Cole Porter: A Biography (Hardcover)

Cole Porter: A Biography (Hardcover)

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The most richly told biography we have had of one of the most important and beguiling composer/lyricists of the century--the incomparable Cole Porter, whose songs were the essence of wit and sophistication and whose life was marked by tragedy, courage, sorrow, and secrecy.
        McBrien reveals the private Porter: his privileged Indiana youth (he composed his first song at ten). He went East to boarding school and to Yale, where he wrote the football anthems "Hail to Yale" and "Bull Dog," and show after show in which many of his classmates appeared--among them, Archibald MacLeish, Gerald Murphy, Dean Acheson, and Averell Harriman. Then a brief, unhappy stint at Harvard Law School. Off to Paris at twenty-six, and in crisis joining the French Foreign Legion during the First World War. Two years later, Cole Porter had his first Broadway hit.
        William McBrien's biography, the result of ten years of work and bursting with stories and scenes of Porter's life, takes us beyond the patina of Porter's very public career, beyond the high and low aristocratic worlds of Venice (Porter with Elsa Maxwell in 1923 together put Venice back on the map as the place to be), beyond the opulent parties and costume balls on two continents he not only attended but threw himself--and made into an art form. McBrien takes us into Porter's seemingly conventional marriage to reveal his complicated emotional life--the lost, privileged man who had a wild, irrepressible talent to amuse but at first find couldn't find his voice; the man who married "the most beautiful woman in the world," the very social, very southern Linda Lee Thomas, but who preferred his own sex. He had long relationships as well as frequent dalliances with many men but for thirty-five years maintained a loving marriage to the woman he truly adored.
        We see the supremely gifted Porter who created twenty musicals on Broadway (Anything Goes, DuBarry Was a Lady, Gay Divorce, Born to Dance), writing for such stars as Ethel Merman, Fred Astaire, Mary Martin, Bert Lahr, and Bea Lilly; and who gave Hollywood Fifty Million Frenchmen, The Gay Divorcee, Rosalie, Broadway Melody of 1940, Night and Day, High Society, Silk Stockings, Can-Can, and Kiss Me, Kate.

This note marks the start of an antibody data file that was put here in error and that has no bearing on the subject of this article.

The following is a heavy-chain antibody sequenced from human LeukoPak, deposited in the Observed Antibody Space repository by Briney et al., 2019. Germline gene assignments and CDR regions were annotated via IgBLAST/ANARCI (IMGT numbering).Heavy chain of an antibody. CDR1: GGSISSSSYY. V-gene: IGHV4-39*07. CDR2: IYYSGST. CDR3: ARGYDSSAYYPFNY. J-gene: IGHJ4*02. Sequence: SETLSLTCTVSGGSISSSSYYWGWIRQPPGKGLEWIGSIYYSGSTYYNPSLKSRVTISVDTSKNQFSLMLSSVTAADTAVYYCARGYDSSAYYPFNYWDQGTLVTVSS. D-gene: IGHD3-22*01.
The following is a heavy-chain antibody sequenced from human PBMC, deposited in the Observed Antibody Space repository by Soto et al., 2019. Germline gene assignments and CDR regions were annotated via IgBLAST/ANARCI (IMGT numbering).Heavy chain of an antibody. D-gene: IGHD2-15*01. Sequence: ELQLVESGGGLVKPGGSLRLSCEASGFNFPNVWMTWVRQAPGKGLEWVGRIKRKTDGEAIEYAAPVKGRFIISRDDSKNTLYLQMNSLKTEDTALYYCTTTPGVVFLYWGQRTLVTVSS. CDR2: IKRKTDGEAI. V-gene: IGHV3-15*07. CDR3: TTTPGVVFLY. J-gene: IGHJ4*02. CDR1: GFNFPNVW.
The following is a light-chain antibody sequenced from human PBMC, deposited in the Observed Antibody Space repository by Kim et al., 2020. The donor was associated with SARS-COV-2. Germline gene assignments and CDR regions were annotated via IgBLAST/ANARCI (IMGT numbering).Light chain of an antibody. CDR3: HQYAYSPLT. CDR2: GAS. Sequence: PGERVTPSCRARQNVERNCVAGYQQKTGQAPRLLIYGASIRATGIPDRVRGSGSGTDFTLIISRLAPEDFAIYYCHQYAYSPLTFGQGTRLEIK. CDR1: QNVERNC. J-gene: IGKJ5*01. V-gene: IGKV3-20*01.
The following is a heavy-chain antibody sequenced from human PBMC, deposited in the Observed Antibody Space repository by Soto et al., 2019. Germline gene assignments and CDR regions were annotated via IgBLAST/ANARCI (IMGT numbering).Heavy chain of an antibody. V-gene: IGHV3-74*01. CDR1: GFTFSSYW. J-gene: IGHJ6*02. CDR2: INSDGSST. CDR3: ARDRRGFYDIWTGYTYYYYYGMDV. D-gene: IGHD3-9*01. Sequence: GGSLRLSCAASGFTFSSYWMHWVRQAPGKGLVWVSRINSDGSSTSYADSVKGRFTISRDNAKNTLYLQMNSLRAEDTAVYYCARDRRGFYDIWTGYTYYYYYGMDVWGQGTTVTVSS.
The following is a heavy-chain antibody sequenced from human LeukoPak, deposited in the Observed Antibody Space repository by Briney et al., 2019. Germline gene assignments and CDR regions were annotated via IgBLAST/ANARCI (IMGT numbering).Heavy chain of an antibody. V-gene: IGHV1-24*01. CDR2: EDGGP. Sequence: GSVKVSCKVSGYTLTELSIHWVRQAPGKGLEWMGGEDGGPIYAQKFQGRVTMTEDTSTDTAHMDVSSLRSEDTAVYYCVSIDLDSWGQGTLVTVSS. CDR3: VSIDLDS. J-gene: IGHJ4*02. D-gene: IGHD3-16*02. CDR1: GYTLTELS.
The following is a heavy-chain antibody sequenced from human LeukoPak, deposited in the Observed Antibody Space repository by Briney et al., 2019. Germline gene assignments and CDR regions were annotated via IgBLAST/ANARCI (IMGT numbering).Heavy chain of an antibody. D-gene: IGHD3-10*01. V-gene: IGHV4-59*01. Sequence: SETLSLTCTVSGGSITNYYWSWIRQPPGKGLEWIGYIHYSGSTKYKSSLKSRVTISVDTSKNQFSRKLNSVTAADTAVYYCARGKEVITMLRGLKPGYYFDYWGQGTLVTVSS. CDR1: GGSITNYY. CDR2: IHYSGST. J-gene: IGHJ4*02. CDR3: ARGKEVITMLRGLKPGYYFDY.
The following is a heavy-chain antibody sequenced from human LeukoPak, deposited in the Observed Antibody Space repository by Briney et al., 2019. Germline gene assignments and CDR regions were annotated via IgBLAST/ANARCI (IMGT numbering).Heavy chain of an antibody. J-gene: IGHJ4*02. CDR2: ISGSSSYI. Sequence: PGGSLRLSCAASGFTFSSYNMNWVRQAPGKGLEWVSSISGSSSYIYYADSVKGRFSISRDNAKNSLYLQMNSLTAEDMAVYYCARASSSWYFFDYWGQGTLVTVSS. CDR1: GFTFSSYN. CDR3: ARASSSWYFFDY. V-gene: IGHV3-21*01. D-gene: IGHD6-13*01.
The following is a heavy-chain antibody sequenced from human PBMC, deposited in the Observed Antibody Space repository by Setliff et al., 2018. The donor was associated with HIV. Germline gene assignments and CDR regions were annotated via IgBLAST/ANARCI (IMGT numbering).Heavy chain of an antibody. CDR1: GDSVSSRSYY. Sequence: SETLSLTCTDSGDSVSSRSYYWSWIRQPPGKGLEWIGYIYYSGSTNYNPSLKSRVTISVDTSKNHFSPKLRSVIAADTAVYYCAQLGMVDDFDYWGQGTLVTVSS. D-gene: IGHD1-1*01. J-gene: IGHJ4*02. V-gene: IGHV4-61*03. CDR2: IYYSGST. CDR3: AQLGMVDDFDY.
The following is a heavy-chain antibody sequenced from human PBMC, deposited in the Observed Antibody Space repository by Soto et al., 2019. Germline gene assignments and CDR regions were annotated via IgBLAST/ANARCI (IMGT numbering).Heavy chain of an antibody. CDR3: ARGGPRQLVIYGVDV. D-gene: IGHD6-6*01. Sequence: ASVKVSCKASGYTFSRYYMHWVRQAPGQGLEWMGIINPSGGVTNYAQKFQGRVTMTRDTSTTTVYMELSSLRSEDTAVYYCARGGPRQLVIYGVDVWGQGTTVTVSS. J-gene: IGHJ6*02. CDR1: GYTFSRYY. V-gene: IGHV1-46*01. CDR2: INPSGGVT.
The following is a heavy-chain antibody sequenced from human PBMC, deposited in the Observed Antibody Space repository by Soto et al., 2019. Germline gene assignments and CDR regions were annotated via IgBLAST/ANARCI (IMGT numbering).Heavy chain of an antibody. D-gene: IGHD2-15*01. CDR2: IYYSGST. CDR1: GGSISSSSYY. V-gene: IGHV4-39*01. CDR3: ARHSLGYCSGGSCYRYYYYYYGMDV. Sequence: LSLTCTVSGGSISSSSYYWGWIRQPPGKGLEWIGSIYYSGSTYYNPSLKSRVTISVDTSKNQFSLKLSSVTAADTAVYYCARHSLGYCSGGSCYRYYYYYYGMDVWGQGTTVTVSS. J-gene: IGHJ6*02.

Porter was "the top" and lived at the top, but his life was catastrophically transformed after a near-fatal horseback-riding accident. The thirty-one operations during the next eighteen years brought on increasing pain, and the growing paralysis that darkened his life was never hinted at publicly nor in his work.
        Interweaving the life and the music, McBrien shows us a man whose genius as a composer flowered in deceptively simple melodies that were thought to be completely modern but today are considered ingenious, complicated, and steeped in the nineteenth-century tradition of lieder; a composer whose craft concealed complicated solutions to musical problems while it enchanted his audiences. And we come to understand how Porter's doubts and desires, longings and infatuations, insinuated their way into the heart of his incomparable words and music.

From Publishers Weekly

"The wit, sophistication and often-surprising depth of feeling in the music and lyrics of Cole Porter are at last fully realized in this latest of the songwriter's many biographies. Making illuminating use of previously unpublished material at Yale and at the Cole Porter Trust, McBrien (Stevie: A Biography of Stevie Smith) weaves a complex and groundbreaking portrait of Porter, interspersed with lyrics and 72 illustrations, recounting his affluent upbringing in Peru, Ind., and his emergence in the 1930s as the musical theater's reigning sophisticate.
      A delicious chapter on the making of Kiss Me Kate in 1948 demonstrates what sharp talons were needed to create a hit. But McBrien's most startling scholarship is on the subject of Porter's homosexuality. Although Porter's marriage remained sexless, he and his wife Linda were the most intimate of soulmates, says McBrien. He traces the early years of their marriage in the expatriate Europe of the 1920s, during which time Linda would meet and approve Porter's male lovers through their older years in postwar Broadway and Hollywood, when Linda's respiratory illnesses and Porter's paralyzed legs racked their bodies but not their spirits. Never-before-seen letters shine light into Porter's ongoing relationships with Ballets Russes star Boris Kochno, architect Ed Tauch, choreographer Nelson Barclift, director John Wilson, and longtime friend Ray Kelly, whose children still receive half of the childless Porter's copyrights. In previous biographies by George Eells and Charles Schwartz, these men are passing references; here, they are three-dimensional figures, as McBrien locates the psychological roots of Porter's love songs in his unrequited love for the men he could have but not forever. In the tradition of Anthony Heilbut's Thomas Mann: Eros and Literature and Patrick McGilligan's A Double Life: George Cukor, this astute biography will help to create a standard-setting portrait of Porter as a homosexual artist in a heterosexual world."
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NOTE: Copy is used but in very good condition, save for a minor ding in the lower right-hand corner of the case and dust jacket. No markings or page damage.

  • Publisher : Knopf; 1st edition (October 6, 1998)
  • Language : English
  • Hardcover : 480 pages
  • ISBN-10 : 0394582357
  • ISBN-13 : 978-0394582351
  • Item Weight : 1.88 pounds
  • Dimensions : 6.75 x 1.75 x 10 inches